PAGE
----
Procedure for Nasopharyngoscopy
If you would like us to review information about the treatment of velopharyngeal insufficiency, it would be important for us to see the actual examinations performed (not the reports of the examinations) to share our opinions with the people who will be making the treatment decisions and providing treatment. Nasopharyngoscopy has become indispensible component of the assessment of velopharyngeal insufficiency. The procedure is also often applied to assess airway related problems and feeding problems (a procedure known as FEES for Fibertoptic Endoscopic Evaluation of Swallowing). The description below relates specifically to speech and velopharyngeal insufficiency. If you need information on other applications of nasopharyngoscopy, let us know and we will provide it to you.
The information derived from nasopharyngoscopy is extremely important in assisting clinicians in the process of determining if surgery for velopharyngeal insufficiency is needed in any individual case. It is extremely important that the procedure include specific elements, otherwise false positive or false negative results are possible.
ALL ENDOSCOPIC EXAMINATIONS MUST BE RECORDED USING A VIDEO RECORDING SYSTEM WITH SOUND. Examinations that are not recorded are useless because only one person can see the examination and the examination cannot be viewed with others in order to discuss the outcome. It is also possible to miss important components of the examination, and all examinations should be reviewed on multiple occasions. Most modern endoscopic equipment can be easily set up to record digital video so the examination can be saved and shared as a digital video file or burned to a DVD. In some places, video tape is still being used and this is better than nothing. VIDEO RECORDING WITH SOUND IS ESSENTIAL. VIDEO WITHOUT SOUND COMPROMISES INTERPRETATION OF THE STUDY.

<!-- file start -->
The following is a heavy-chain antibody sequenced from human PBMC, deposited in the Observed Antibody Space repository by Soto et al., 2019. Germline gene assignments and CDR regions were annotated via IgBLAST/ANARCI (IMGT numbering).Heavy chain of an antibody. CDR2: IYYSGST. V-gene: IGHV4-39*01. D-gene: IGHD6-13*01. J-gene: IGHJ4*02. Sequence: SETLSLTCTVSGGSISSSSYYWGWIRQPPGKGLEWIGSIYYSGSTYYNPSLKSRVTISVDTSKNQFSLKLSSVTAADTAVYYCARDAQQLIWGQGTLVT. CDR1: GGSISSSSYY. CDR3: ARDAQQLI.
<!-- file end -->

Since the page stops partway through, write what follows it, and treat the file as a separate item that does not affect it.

Among our experts are clinicians who have performed and reviewed more than 10,000 fiberoptic nasopharyngoscopic examinations. Dr. Shprintzen was the first American to utilize and report on his experience using fiberoptic endoscopy to assess velopharyngeal function in the early 1970s. Since that time, he has published many papers, chapters, and texts on the procedure. This information sheet reflects the combined experience of our staff and the 38 years of experience of Dr. Shprintzen.
Age at Examination
Successful nasopharyngoscopy is highly dependent on sufficient compliance with the procedure. This means that the child must be cooperative enough so that a good visualization of the entire pharynx can be obtained, AND an adequate speech sample must be repeated during the examination. It is our preference to defer nasopharyngoscopy to assess velopharyngeal function until 4 years of age because it is the very rare child who will cooperate with the procedure before that time. In the case of velo-cardio-facial syndrome specifically, many children with the syndrome have limited speech production prior to that age and this will limit the usefulness of the procedure. Therefore, we typically defer surgical treatment until an adequate examination of the velopharyngeal mechanism can be obtained (usually around 4 to 5 years of age). The velopharyngeal mechanism cannot be assessed during crying or screaming. This is not normal speech production and decisions about treatment should not be made if normal speech was not obtained. The velopharyngeal mechanism does not function normally during crying or screaming and false positives or false negatives are possible, if not common. It is possible to obtain a good examination if the child is crying initially but calms down during the examination when it is determined that the examination is not painful.